You wouldn’t know from reading or watching the British press but a major change to the way asylum seekers will be treated from 2026 has just been agreed by the European Union.

The European Union Migration Pact is the culmination of a process that began in 2020 when EU President Ursula von der Leyen, declared, “Migration is complex.” Not that complex really. Unless your main concern is keeping people out rather than social justice.

The new rules have been roundly condemned with Amnesty International’s Head of the European Institutions Office and Director of Advocacy, Eve Geddie, saying, 

“It is clearer than ever that this EU Pact on Migration and Asylum will set back European asylum law for decades to come, lead to greater suffering, and put more people at risk of human rights violations at every step of their journeys.”

Meanwhile the advocacy group Civil Rights Defenders has characterised the new arrangements as: “More people detained at border camps. Substandard, accelerated asylum procedures without the opportunity for legal aid. Crisis regulation that could allow for the complete denial of the right to asylum. The new European Union Migration Pact undermines the fundamental right to seek asylum and will lead to greatly increased suffering of asylum-seekers and migrants.”

So what are the new rules and, more importantly, what is driving the EU to make it even more difficult for people to claim asylum?

The pact began as a response to the widespread disillusion with the current system and was meant to allow for all member states to share the ‘burden’ of asylum equitably. What it has turned into is a way in which richer nations can pay poorer ones to stop the ‘problem’ at source. The so-called ‘solidarity mechanism’ allows countries to forgo taking in asylum seekers and instead pay into a fund to strengthen borders and to pay countries outside the EU to actively prevent migrants from making their way into the EU.

The key here is that for EU states, supporters of the very regimes doing most to increase the number of asylum seekers, it is the asylum seekers who are the problem not the circumstances that lead to frightened and displaced people making perilous journeys in the first place. Rather than seeing desperate people as requiring empathy we treat them as interlopers out to destroy our own communities. 

The United Nations High Commissioner For Refugees (UNHCR) issued a report in October 2023 that estimated that, last year alone, some 114 million refugees were created. That is an awful lot of displaced persons. But the UNHCR pointed out over half of them never cross an international border, preferring to stay close to home. The idea that millions of people are moving for a ‘better life’ in Europe or the UK is a total myth created by a virulent right who are driving a hate-filled agenda into the mainstream. The report shows that 76% of the world’s refugees are hosted by low or middle-income countries, many of which are unable to adequately support their needs. Just a small fraction seek to reach protection in Europe.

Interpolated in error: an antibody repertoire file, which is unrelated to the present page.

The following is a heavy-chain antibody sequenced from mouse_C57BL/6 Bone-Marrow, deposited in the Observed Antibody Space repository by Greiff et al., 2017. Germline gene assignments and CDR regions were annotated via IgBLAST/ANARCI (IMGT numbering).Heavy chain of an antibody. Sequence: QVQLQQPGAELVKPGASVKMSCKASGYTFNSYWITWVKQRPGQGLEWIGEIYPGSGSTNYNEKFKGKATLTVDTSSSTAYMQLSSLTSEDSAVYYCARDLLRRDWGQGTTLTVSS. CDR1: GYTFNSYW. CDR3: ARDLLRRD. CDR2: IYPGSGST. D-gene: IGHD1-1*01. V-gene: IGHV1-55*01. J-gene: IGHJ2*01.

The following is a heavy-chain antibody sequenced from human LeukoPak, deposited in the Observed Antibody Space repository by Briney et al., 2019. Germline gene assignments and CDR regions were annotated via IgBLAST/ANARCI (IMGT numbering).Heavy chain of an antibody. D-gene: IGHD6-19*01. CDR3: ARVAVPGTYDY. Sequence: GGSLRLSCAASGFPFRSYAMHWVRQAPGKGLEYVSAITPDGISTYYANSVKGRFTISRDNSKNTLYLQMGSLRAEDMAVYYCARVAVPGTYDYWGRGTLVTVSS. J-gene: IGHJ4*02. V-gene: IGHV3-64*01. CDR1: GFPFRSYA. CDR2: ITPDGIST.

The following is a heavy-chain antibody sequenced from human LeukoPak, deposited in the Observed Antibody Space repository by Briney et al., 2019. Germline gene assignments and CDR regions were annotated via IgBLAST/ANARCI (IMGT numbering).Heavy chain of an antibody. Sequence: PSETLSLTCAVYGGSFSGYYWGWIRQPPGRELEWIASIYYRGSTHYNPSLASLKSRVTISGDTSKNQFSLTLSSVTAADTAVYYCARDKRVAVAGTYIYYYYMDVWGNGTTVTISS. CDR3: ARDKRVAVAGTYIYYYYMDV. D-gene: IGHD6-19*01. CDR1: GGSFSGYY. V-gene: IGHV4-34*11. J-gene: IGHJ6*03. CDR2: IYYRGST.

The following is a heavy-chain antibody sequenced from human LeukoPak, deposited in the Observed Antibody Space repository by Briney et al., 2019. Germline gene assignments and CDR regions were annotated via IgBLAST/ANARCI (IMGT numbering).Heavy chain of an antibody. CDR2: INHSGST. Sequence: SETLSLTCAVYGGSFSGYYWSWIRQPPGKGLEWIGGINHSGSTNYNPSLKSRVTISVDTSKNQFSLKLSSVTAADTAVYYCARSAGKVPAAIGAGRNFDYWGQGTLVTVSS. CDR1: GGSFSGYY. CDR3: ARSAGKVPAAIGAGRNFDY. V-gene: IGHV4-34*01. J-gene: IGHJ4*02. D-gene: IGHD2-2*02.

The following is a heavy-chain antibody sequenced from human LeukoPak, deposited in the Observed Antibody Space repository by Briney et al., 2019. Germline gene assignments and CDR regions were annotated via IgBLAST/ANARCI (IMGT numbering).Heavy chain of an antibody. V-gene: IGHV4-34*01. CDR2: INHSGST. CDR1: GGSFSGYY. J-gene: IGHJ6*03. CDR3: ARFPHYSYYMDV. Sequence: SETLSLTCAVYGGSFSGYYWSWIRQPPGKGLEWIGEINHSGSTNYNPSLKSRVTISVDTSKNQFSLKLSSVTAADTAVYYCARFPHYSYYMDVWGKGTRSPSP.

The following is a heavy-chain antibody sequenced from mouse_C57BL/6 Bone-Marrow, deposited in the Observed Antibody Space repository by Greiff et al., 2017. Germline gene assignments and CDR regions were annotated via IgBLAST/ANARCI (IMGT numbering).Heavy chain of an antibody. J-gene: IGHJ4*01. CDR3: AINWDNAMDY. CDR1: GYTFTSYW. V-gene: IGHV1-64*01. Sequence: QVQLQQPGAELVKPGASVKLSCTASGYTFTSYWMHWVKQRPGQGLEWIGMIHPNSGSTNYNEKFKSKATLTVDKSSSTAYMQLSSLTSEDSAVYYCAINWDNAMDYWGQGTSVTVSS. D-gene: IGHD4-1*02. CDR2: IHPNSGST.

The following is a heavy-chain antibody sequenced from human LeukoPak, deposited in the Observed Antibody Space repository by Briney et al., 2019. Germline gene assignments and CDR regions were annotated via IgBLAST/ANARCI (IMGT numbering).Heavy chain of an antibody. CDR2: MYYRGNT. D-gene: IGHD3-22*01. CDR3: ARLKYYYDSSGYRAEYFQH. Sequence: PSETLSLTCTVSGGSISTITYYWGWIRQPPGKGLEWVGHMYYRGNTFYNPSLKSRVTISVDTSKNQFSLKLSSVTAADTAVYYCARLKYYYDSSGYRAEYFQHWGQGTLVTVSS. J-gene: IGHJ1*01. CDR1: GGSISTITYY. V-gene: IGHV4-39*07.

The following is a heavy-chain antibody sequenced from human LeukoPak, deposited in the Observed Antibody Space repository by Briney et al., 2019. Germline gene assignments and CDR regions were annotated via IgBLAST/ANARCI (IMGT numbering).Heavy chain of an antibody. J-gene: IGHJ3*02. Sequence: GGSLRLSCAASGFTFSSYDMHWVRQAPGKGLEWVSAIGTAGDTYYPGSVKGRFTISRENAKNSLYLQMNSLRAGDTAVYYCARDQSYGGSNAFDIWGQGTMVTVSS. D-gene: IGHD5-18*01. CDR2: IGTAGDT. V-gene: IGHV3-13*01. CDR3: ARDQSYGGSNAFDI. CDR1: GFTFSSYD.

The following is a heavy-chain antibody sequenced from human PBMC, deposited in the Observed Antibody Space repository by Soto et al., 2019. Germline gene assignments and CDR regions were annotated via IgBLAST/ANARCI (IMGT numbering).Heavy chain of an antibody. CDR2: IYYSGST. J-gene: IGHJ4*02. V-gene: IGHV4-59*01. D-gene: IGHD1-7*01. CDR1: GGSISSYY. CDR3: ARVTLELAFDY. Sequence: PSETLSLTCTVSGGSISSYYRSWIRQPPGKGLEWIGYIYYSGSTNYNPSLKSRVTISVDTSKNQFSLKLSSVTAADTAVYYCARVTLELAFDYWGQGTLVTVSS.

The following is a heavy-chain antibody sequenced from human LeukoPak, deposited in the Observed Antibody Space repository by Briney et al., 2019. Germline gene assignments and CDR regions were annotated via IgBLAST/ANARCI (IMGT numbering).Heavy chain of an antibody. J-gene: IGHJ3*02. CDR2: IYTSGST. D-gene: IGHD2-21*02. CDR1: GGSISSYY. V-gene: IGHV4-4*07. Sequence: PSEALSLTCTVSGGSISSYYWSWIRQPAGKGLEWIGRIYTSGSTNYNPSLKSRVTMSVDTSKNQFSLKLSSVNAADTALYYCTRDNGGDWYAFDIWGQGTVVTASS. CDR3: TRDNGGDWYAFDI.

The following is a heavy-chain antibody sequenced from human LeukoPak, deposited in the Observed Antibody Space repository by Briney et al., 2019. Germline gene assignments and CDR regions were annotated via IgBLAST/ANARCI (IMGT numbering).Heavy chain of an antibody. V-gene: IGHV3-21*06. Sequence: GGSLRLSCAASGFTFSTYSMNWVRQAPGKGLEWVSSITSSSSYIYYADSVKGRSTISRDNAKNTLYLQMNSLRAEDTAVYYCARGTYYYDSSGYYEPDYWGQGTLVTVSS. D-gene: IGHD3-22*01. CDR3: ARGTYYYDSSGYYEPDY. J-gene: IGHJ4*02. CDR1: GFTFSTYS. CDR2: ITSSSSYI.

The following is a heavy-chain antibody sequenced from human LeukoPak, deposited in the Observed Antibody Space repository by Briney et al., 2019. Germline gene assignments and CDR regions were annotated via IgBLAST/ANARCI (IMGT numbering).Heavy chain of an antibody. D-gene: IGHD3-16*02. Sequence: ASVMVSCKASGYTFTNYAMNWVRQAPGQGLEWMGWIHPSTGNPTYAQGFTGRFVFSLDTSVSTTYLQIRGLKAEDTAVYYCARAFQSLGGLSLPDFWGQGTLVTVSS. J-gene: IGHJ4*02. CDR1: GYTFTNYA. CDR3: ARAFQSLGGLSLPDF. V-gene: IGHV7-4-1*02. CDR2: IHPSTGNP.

The EU is not actually seeking to resolve the issues that cause such huge displacement but to nullify the issue as an electoral item for the far right ahead of June elections. But pandering to these people does not nullify the issue, it simply fuels the hatred and institutionalises it within countries which, much like the UK, which of course is no longer a member of the EU, do not want to face up to their moral responsibilities, if so doing is likely to hamper their chances of electoral success.

The UK media tend to have even less enthusiasm for the EU now than when the UK was a member. But refugees moving through Europe do sometimes end up here so their attitude to asylum matters to us. The pact will let nations detain migrants at borders and fingerprint children as part of a revised application process that has at its heart turning people away.

The International Rescue Committee says: “..the pact will let nations detain migrants at borders and fingerprint children.” They argue: “Europe is now at a crossroads; it can either move ahead with the policies of deterrence and exclusion which will simply drive more people onto dangerous journeys, or choose to lead by example, advancing safe pathways and safeguarding the rights of refugees and asylum seekers in a spirit of global humanitarian leadership.”

The IRC is right. The entire focus of the EU is to keep asylum seekers at bay. To make them somebody else’s problem. The UK has much the same attitude. But both the EU and the UK have contributed to a global environment which is increasingly unsafe and dominated by militarism. The only way to reduce the number of asylum seekers is to reduce the factors that create them in the first place. That means backing peace and diplomacy and shifting away from this obsession with imperialist conquest that continues to blight our globe and is, as a by-product, hastening the climate emergency.

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